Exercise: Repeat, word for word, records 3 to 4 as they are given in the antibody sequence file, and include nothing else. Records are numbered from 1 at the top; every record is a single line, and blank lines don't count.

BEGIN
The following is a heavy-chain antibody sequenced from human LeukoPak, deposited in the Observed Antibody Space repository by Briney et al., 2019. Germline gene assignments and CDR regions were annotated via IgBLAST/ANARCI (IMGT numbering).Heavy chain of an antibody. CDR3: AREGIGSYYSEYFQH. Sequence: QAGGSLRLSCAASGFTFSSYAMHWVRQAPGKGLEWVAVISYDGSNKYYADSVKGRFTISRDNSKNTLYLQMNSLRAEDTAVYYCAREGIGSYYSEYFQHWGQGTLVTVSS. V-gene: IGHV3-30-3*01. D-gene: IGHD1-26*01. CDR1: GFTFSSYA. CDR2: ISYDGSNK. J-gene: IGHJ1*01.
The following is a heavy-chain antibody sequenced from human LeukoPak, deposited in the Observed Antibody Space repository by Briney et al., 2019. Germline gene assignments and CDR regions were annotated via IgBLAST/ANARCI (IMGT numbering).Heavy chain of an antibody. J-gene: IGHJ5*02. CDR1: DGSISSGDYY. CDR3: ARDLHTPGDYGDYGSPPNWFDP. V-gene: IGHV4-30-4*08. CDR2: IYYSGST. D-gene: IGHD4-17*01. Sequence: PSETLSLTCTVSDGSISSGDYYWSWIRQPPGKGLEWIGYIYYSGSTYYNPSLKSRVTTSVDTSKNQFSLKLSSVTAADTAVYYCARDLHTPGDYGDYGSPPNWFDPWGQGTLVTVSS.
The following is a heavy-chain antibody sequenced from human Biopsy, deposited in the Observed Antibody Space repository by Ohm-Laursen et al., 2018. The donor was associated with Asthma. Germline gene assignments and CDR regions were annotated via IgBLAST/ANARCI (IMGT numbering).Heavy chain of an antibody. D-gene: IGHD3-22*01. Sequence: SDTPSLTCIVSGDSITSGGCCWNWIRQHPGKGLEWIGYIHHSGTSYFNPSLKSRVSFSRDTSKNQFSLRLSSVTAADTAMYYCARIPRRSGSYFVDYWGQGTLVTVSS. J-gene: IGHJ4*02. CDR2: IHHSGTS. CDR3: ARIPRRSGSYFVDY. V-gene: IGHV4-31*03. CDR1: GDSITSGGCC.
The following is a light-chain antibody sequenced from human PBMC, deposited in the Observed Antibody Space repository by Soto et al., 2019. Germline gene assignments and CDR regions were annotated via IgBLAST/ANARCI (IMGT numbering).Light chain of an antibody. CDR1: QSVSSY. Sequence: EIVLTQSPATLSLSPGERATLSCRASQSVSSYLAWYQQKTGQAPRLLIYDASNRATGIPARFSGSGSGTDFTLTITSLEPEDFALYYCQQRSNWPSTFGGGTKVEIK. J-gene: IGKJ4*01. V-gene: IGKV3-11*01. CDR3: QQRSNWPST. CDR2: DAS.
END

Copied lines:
The following is a heavy-chain antibody sequenced from human Biopsy, deposited in the Observed Antibody Space repository by Ohm-Laursen et al., 2018. The donor was associated with Asthma. Germline gene assignments and CDR regions were annotated via IgBLAST/ANARCI (IMGT numbering).Heavy chain of an antibody. D-gene: IGHD3-22*01. Sequence: SDTPSLTCIVSGDSITSGGCCWNWIRQHPGKGLEWIGYIHHSGTSYFNPSLKSRVSFSRDTSKNQFSLRLSSVTAADTAMYYCARIPRRSGSYFVDYWGQGTLVTVSS. J-gene: IGHJ4*02. CDR2: IHHSGTS. CDR3: ARIPRRSGSYFVDY. V-gene: IGHV4-31*03. CDR1: GDSITSGGCC.
The following is a light-chain antibody sequenced from human PBMC, deposited in the Observed Antibody Space repository by Soto et al., 2019. Germline gene assignments and CDR regions were annotated via IgBLAST/ANARCI (IMGT numbering).Light chain of an antibody. CDR1: QSVSSY. Sequence: EIVLTQSPATLSLSPGERATLSCRASQSVSSYLAWYQQKTGQAPRLLIYDASNRATGIPARFSGSGSGTDFTLTITSLEPEDFALYYCQQRSNWPSTFGGGTKVEIK. J-gene: IGKJ4*01. V-gene: IGKV3-11*01. CDR3: QQRSNWPST. CDR2: DAS.